Elfman's title music for Burton's 1990 Edward Scissorhands, with each note of its wintery waltz of celesta and plucked strings as sharp and brilliant as the blades of the hero's hands, tells us we are entering a world of childhood dreams. Elfman told Entertainment Weekly that "Edward was this pure joyful experience, just a very simple thing." The film originated from Burton's own childhood in Burbank, CA, from a drawing he made about a boy, as Burton explains in his DVD commentary, "who couldn't touch, a character who had emotions, who wanted to feel things, but, because of the sharpness of his fingers, couldn't actually touch somebody." Later, Burton commissioned novelist Caroline Thompson to transform that image into a screenplay. What emerged was a retelling of the Frankenstein legend in which the monstrous meets the mundane. A man-made boy, Edward (played by Johnny Depp in his first of many films with Burton) finds his fate sealed when his Inventor (Vincent Price) dies before he can finish his hands. Eventually adopted by suburban mom Peg Boggs (Dianne Wiest), Edward almost finds a normal life––he even falls in love with Winona Ryder––before his razor-sharp appendages cause the town to turn on him in a scene reminiscent of the villagers trapping the monster in James Whale's 1931 Frankenstein. For Burton, this poetic split between the suburban and the strange was in many ways a self-portrait. While many of the townsfolk, and their love for Tom Jones, were lifted directly from his memory, the film's casting of Vincent Price and its referencing of classic Universal horror movies showcase the things that most touched him as a boy feeling alone and separate in suburban Burbank.
The moment we hear the eerie whine of a theremin in Elfman's score for 1996's Mars Attacks!, we are transported back to the movies of Burton's youth, specifically Robert Wise's 1951 classic The Day the Earth Stood Still, featuring composer Bernard Hermann's unworldly musical cues. "That was the first film where I noticed the music," Elfman recalled to Cinefantastique in 1996, "and was aware as a kid that the music isn't just there by magic." Burton's movie is both a salute to and spoof of those Saturday matinee adventures, as well as a nod to '70s disaster film. With a cast that includes Jack Nicholson, Glenn Close, Annette Bening, Pierce Brosnan, Martin Short, Michael J. Fox, Rod Steiger, Tom Jones, Jim Brown, Pam Grier, Jack Black, and Paul Winfried––to name only a few––the film recalls the mega-wattage star power of film events like The Poseidon Adventure and The Towering Inferno. The title and premises, however, were gleaned from a series of 1962 trading cards that rather violently imagined an alien takeover. Screenwriter Jonathan Gems found the cards in a junk shop and suggested Burton option them for a film. The resulting big-budget extravaganza, exalting in intentionally schmaltzy effects and a comic-book art direction, chronicles the widespread death and destruction levied on earth by a Martian army, until the film's young hero (played by Lukas Haas) discovers that the creatures explode when they hear Slim Whitman's "Indian Love Call." Despite Mars Attacks!'s many allusions to classic sci-fi, it was a modern alien invasion, Roland Emmerich's 1996 Independence Day––released just months before it––that most defined it. While the two covered the same ground, Burton quipped at the time "it almost seemed like we had done kind of a Mad magazine version of Independence Day."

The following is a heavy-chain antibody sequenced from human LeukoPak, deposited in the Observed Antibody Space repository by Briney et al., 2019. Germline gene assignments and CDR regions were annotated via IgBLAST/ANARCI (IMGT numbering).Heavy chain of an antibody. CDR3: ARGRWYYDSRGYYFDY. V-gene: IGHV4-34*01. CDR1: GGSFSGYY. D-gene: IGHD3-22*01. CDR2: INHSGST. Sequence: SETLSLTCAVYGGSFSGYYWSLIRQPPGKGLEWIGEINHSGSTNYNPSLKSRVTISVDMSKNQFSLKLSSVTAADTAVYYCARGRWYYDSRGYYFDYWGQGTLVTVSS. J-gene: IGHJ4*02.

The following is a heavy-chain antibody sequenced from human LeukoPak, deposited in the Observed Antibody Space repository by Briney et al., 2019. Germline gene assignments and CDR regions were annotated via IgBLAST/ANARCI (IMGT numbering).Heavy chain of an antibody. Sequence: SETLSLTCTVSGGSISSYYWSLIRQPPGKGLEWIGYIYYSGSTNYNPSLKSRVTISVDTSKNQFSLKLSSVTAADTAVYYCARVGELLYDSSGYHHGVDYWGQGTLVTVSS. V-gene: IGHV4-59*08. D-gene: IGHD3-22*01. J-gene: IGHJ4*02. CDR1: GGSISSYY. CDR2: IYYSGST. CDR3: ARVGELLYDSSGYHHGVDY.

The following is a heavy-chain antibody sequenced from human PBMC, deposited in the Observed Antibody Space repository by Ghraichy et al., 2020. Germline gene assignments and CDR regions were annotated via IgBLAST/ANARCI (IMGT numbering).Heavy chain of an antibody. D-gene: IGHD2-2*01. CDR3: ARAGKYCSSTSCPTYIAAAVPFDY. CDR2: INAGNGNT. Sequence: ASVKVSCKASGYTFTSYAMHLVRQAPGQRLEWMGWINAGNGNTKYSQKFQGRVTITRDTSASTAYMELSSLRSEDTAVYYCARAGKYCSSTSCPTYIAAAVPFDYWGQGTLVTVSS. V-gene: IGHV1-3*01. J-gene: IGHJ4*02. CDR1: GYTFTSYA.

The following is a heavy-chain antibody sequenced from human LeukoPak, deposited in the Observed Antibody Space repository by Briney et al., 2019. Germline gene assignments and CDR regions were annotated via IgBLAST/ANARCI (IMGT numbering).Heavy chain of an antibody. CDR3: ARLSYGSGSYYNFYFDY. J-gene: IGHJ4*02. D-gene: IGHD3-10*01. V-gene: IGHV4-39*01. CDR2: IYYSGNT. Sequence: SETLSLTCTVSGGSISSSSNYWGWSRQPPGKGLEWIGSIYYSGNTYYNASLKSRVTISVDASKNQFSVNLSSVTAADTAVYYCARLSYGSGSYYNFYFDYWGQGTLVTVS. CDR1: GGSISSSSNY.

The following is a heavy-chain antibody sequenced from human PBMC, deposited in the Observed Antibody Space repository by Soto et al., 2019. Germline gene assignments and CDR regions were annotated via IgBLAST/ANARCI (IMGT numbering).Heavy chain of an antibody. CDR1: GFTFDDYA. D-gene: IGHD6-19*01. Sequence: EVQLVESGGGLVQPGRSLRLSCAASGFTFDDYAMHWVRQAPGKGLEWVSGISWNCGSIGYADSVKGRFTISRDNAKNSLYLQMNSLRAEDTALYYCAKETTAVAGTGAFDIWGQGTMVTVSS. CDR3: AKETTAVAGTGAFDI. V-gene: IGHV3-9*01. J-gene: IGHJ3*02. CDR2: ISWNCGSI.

While Burton's 1999 adventure Sleepy Hollow is inspired by Washington Irving's 1820 short story The Legend of Sleepy Hollow, a classic of early American literature, Burton and his team took their visual cues from British films and characters. The story, of course, has been drastically altered. Irving's schoolteacher gives way to the film's Ichabod Crane (Johnny Depp), a police detective looking to debunk the myth of the headless horseman with newly developed forensic science. Burton, whom Paramount hired to direct the dark period piece, had an early connection to the story. One of his CalArts animation teachers had worked on the 1949 Disney version. The film also allowed him to dive fully into a genre he'd been splashing in for decades. "I had never really done something that was more of a horror film," Burton told The Guardian's Mark Kermode. But rather than turn to Hollywood horror, Burton wanted to reference the British Hammer Films studio, famous in the '60s and ' for such macabre Technicolor works as Dracula: Prince of Darkness and Dr. Jekyll & Sister Hyde. As Burton told the newspaper, Hammer's brand of horror, with its "dark and lurid colors, the sexiness of it and the strength of them going for it in the way a good folk tale would," provided just the right aesthetic to transform Irving's tale from a ghost story to a full-blown sensual horror. Burton even cast Christopher Lee, a star of the Hammer genre, for a cameo. That luxuriant overgrown sensibility extended into nearly every aspect of the film. "We wanted a sort of portentousness,'' production designer Rick Heinrichs explained in the New York Times, ''houses with growths on them: tumorous, interesting shapes growing out of other shapes all kind of huddled together.'' And Danny Elfman's score, mixing lush romantic string cues with ethereal and haunting vocals, intertwined horror and beauty through out the film, capturing the feel of those dark films in which danger and decadence were so closely aligned.